Empire of Cotton Cundhill Prize finalist

Prof. Sven Beckert’s Empire of Cotton: A Global History is a wide-reaching examination of the crop and slavery.
Prof. Sven Beckert’s Empire of Cotton: A Global History is a wide-reaching examination of the crop and slavery.

Sven BeckertHarvard professor Sven Beckert’s book Empire of Cotton: A Global History is a fulcrum for the constant global struggle between slaves and planters, merchants and statesmen, workers and factory owners, Penguin Random House said in its preview of the Cundill Prize finalist.
The book went on to win the Bancroft Award, the Philip Taft Award and was a finalist for the Pulitzer Prize and was one of two runners-up for the Cundill recently.
Beckert writes, “Slavery stood at the centre of the most dynamic and far-reaching production complex in human history. Too often, we prefer to erase the realities of slavery, expropriation, and colonialism from the history of capitalism, craving a nobler, cleaner capitalism.
“Nineteenth-century observers, in contrast, were cognizant of cotton’s role in reshaping the world. Herman Merivale, British colonial bureaucrat, noted that Manchester’s and Liverpool’s ‘opulence is as really owing to the toil and suffering of the negro, as if his hands had excavated their docks and fabricated their steam-engines’.”
Beckert added, “Capital accumulation in peripheral commodity production, according to Merivale, was necessary for metropolitan economic expansion, and access to labor, if necessary by coercion, was a precondition for turning abundant lands into productive suppliers of raw materials.”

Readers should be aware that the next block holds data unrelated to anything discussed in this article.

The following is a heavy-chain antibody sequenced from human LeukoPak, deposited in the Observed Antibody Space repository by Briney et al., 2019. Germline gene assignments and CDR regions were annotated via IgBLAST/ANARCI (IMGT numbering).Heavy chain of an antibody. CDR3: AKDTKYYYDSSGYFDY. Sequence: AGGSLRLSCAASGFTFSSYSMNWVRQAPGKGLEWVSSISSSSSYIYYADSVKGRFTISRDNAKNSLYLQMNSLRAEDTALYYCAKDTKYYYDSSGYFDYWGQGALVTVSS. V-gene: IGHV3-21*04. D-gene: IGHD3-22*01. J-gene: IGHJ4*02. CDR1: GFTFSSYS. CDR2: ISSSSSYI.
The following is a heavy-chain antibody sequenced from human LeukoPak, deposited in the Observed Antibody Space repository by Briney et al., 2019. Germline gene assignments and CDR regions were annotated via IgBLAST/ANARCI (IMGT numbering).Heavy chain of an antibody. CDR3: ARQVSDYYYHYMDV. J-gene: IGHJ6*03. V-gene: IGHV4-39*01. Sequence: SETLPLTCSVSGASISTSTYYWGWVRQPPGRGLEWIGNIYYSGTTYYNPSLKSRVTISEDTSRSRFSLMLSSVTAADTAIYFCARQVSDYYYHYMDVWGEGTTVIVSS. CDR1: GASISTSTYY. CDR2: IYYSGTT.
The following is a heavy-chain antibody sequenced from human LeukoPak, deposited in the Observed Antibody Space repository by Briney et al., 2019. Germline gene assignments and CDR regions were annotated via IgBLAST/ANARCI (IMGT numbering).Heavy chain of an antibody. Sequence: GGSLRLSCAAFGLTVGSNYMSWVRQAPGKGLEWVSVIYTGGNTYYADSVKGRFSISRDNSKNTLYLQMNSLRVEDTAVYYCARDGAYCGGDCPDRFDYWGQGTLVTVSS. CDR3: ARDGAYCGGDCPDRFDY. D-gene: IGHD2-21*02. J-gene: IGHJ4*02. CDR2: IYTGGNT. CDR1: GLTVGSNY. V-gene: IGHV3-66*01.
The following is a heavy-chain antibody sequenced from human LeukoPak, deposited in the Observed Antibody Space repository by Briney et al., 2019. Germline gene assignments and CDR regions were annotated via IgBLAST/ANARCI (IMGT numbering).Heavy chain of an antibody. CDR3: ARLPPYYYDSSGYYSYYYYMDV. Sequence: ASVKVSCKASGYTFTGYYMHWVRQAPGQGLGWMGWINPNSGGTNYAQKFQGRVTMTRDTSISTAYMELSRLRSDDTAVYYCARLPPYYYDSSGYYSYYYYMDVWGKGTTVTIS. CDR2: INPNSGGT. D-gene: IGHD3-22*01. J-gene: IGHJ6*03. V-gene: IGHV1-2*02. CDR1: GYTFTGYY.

Penguin Random House in its preview noted: “Sven Beckert makes clear how these forces ushered in the world of modern capitalism, including the vast wealth and disturbing inequalities that are with us today.”
Beckert’s book was one of three finalists at this year’s Cundill Prize but the jury chose Susan Pedersen’s The Guardians: The League of Nations and the Crisis of Empire (Oxford University Press) as the winner.
Her prize is US$75,000 while Beckert and Bettina Stangneth each win US$10,000 as runners-up. Stangneth’s book is titled Eichmann Before Jerusalem: The Unexamined Life of a Mass Murderer.
The jury was comprised of former Cundill Prize finalist Maya Jasanoff, a professor at Harvard; author Anna Porter; David Frum, a senior editor at The Atlantic; former British high commissioner to Canada Anthony Cary and University of Ottawa professor Chad Gaffield.
The Cundill Prize celebrates an author “who has published a book determined to have had (or likely to have) a profound literary, social and academic impact in the area of history.”
Established in 2008 by F. Peter Cundill, it is administered by his alma mater, McGill University.